Performing arts center will survive if slated for mixed use


C.H. Johnson Consulting presented its first phase of findings Dec. 5 on the feasibility of a Federal Way performing arts center.

The firm found that a performance hall could survive in Federal Way, but it would need strong anchor tenants and ownership partners.

Furthermore, a mixed-use facility would best serve Federal Way, the consultants found. The facility would need to feature about half the seats as originally expected by a group of roughly 50 arts enthusiasts pushing for the performing arts center.

Surveys and interviews revealed that Federal Way residents attend art performances, but not in the quantities needed to sustain a 1,000- to 1,200-seat facility, said Charles Johnson of C.H. Johnson Consulting.

“An 1,100-seat theater is too big for the marketplace,” Johnson said.

A survey indicated that participants attended 75 Centerstage Theatre Arts Conservatory Inc. performances and 70 Federal Way Symphony performances in the past three years. However, this was not enough to support a large venue and none of the city’s arts groups committed to being anchor tenants, Johnson said.

A successful performing arts center would work best if paired with a conference center, hotel or both, studies revealed. These would draw a more diverse crowd, such as those who wished to use a ballroom for a meeting, he said. They could be offered in one or multiple buildings on the same site, the consulting firm illustrated.

The firm evaluated the Dumas Bay Centre and Knutzen Family Theatre at 3200 SW Dash Point Road during its study as well. Though the Knutzen Family Theatre could be converted into a mixed-use building, Dumas Bay Centre could not, the consultants found.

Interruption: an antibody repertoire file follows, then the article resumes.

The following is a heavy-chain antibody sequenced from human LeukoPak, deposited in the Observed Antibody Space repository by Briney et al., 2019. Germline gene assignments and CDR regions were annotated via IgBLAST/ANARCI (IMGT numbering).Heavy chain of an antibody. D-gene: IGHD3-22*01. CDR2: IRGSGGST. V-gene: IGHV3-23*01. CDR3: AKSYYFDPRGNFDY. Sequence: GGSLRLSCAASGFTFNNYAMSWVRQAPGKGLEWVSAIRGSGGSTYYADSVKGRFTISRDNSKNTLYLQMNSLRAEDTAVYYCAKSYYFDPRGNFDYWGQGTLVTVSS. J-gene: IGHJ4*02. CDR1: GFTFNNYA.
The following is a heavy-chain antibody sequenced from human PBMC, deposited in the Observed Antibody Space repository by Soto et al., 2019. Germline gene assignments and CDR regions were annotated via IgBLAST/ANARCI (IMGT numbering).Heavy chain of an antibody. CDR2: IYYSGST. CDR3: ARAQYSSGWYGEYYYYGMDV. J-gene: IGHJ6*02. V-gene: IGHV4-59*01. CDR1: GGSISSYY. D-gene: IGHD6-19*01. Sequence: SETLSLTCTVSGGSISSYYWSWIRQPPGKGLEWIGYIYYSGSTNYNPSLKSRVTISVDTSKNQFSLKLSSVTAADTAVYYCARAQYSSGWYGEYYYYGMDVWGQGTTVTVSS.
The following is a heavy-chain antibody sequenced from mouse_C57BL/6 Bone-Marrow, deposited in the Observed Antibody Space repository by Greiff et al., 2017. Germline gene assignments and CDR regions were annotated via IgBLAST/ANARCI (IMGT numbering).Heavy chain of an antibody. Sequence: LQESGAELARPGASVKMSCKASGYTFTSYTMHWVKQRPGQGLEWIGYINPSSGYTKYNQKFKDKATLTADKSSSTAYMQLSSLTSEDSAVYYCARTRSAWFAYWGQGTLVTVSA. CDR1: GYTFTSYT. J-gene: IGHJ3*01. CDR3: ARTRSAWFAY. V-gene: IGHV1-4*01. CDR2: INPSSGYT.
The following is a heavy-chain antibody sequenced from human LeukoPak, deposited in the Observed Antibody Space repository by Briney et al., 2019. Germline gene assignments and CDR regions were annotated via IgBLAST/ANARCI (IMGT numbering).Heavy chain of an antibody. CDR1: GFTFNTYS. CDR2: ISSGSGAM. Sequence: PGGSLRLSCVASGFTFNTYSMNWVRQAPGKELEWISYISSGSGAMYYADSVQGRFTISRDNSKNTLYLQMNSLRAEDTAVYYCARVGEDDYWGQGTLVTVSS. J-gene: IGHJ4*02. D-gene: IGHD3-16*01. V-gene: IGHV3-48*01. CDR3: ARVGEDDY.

“We found very few redeeming qualities associated with this venue,” Johnson said.

Instead, prime locations for a mixed-use or performing arts center are the Federal Way School District’s bus barn, 1066 S. 320th St., or a site shared with Truman High School, 31455 28th Ave. S. Both are in the downtown area and easily accessible. The use of either piece of land for a facility would be the only partnership the Federal Way School District could offer, Superintendent Tom Murphy said.

“We have no interest in running a facility,” Murphy said. “That’s too steep of a hill for us to climb.”

Three years ago, the school district proposed a bond that included a performing arts center, but the bond failed, he said. The public thought the school district would be overextending itself by constructing a performing arts center, Murphy said. Without bond money, any funds dedicated to an arts facility would draw away from that needed in classrooms, he said.

C.H. Johnson Consulting will present options for construction, building and operating costs and strategies to pursue Jan. 8 at the Federal Way City Council meeting at City Hall, 33325 8th Ave. S.

Contact Jacinda Howard: or (253) 925-5565.

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